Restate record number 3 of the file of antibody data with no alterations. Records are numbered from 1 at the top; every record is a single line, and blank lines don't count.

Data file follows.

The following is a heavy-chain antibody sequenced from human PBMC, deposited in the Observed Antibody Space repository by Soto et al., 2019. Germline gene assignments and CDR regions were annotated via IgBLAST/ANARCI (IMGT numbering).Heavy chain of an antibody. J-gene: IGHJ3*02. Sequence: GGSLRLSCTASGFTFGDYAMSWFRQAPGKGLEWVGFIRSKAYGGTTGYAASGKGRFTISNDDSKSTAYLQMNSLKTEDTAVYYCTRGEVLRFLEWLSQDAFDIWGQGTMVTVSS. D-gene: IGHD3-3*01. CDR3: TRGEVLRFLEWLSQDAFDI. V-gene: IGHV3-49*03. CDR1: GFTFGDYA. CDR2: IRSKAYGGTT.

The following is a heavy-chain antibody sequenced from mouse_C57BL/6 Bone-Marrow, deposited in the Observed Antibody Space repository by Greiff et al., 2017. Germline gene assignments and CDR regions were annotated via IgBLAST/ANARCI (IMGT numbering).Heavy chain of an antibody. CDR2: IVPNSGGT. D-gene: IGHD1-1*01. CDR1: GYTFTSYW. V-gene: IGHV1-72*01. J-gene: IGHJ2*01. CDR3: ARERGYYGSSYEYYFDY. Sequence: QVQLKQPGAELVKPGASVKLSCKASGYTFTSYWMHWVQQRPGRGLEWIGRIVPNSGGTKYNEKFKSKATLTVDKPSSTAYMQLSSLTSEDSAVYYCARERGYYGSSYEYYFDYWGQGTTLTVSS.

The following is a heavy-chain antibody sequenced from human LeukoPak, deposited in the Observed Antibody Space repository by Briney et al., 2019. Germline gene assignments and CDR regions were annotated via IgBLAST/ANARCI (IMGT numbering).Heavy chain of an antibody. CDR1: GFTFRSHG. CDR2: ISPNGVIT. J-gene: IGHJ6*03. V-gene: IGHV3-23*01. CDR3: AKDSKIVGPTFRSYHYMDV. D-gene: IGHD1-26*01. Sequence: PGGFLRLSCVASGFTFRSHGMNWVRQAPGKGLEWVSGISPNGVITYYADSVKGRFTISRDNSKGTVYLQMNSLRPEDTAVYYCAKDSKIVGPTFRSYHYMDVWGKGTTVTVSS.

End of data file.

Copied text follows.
The following is a heavy-chain antibody sequenced from human LeukoPak, deposited in the Observed Antibody Space repository by Briney et al., 2019. Germline gene assignments and CDR regions were annotated via IgBLAST/ANARCI (IMGT numbering).Heavy chain of an antibody. CDR1: GFTFRSHG. CDR2: ISPNGVIT. J-gene: IGHJ6*03. V-gene: IGHV3-23*01. CDR3: AKDSKIVGPTFRSYHYMDV. D-gene: IGHD1-26*01. Sequence: PGGFLRLSCVASGFTFRSHGMNWVRQAPGKGLEWVSGISPNGVITYYADSVKGRFTISRDNSKGTVYLQMNSLRPEDTAVYYCAKDSKIVGPTFRSYHYMDVWGKGTTVTVSS.